Below Gresgarth, Artle Beck is more sedate. In the beck, opposite Bridge End, a Roman milestone was found in 1803. It is usually said to be six foot high but it is actually rather bigger, as can be checked in the Lancaster City Museum. Its carvings indicate that it marked a point four Roman miles from Lancaster, which is indeed the straight-line distance to the Lancaster fort. It is therefore an important indication of the path, now lost but probably straight along this section, of the presumed road between the forts at Lancaster and Over Burrow.
      Artle Beck runs past Caton, which the afore-mentioned Thos Johnson considered “about the least interesting of all the villages in the vale of the Lune.” Although Caton is a workaday place this characterisation is unfair because it doesn’t distinguish between the parish and the village. Caton is old enough to be mentioned in the Domesday Book but until relatively recently Caton referred to four distinct communities: Littledale, Caton Green, Brookhouse and Town End. The seat of the manor, the original Caton Hall, was at Caton Green and the parish church was at Brookhouse, which was, if anywhere was, the centre of old Caton. Incidentally, the present Caton Hall was the last home of the renowned landscape architect, Thomas Mawson, who designed many of Lakeland’s grand gardens and died here in 1933.

The Top 10 halls in Loyne

      1.   Gresgarth Hall
      2.   Underley Hall
      3.   Whittington Hall
      4.   Middleton Hall
      5.   Leck Hall
      6.   Burrow Hall
      7.   Ingmire Hall
      8.   Killington Hall
      9.   Ashton Hall
      10.   Thurnham Hall

      It was only from the late 18th century that Town End grew rapidly to become the industrial centre of Caton, after the building of five mills. Ball Lane Mill was burnt down in 1846; Rumble Row Mill and Forge Mill closed down in the 1930s; Willow Mill and Low Mill continued until the 1970s. The last three survive after conversion to small business units and residences. Low Mill is reputed to have been the oldest cotton mill in England, built in 1783 on the site of a corn mill that may have dated back to the 13th century. A millrace taken from Artle Beck at Gresgarth powered all the mills except Ball Lane. Its route across Artle Beck near Forge Mill and through Caton to Low Mill can still be traced. The millpond by Low Mill is now a fishery. As with all becks off the hills, the water supply was unreliable and Low Mill became one of the first to use steam power in 1819.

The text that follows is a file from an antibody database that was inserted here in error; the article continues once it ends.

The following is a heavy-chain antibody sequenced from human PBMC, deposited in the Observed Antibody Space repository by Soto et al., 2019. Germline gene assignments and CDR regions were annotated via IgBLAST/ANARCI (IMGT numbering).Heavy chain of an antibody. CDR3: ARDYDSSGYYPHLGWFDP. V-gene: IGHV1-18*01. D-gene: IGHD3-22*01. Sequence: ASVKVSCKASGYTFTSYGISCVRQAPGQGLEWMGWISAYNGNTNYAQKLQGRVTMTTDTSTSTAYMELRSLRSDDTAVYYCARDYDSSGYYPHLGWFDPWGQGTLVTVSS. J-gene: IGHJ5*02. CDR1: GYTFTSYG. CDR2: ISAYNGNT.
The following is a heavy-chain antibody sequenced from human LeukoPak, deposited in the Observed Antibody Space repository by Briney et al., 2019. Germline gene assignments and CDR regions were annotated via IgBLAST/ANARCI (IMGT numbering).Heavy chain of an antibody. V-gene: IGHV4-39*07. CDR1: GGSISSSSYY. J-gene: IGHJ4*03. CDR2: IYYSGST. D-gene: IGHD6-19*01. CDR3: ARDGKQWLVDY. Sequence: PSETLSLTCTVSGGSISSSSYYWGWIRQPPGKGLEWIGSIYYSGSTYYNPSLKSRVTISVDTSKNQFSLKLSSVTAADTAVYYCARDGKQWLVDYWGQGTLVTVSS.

All this activity led the centre of gravity of Caton to move to Town End. This was confirmed by the building of the turnpike road, the present A683, in 1812, bypassing the old road through Brookhouse and Caton Green, and by the arrival in 1850 of the railway, with Caton Station.
      This history explains the relative dearth of old buildings in Caton. The oldest church is the Wesleyan Methodist one of 1837. Many of the house names reflect Caton’s practical past: the Rock m Jock cottages are said to refer to the noise from the nearby Willow Mill; Farrer House (which is an old building, dated 1680) is the old blacksmith’s; the Ship Inn is supposed to refer to the sailcloths produced at Willow Mill. Even the Fish Stones are concerned with trade – the three semi-circular slabs are where fish were sold in the Middle Ages. By the Fish Stones is a very old oak tree, so decrepit that fears that it is disobeying its preservation order prompted the High Sheriff of Lancashire to plant a successor oak tree in 2007.
      [Update: The old oak tree continued to show little sign of life and on June 20th 2016 was finally deemed to have passed away.]

oak tree

The Fish Stones and ye olde oake treee in Caton

ch12 map
  The Introduction
  The Previous Chapter (Wenningdale, Hindburndale and Roeburndale)
  The Next Chapter (The Lune to Lancaster)

    © John Self, Drakkar Press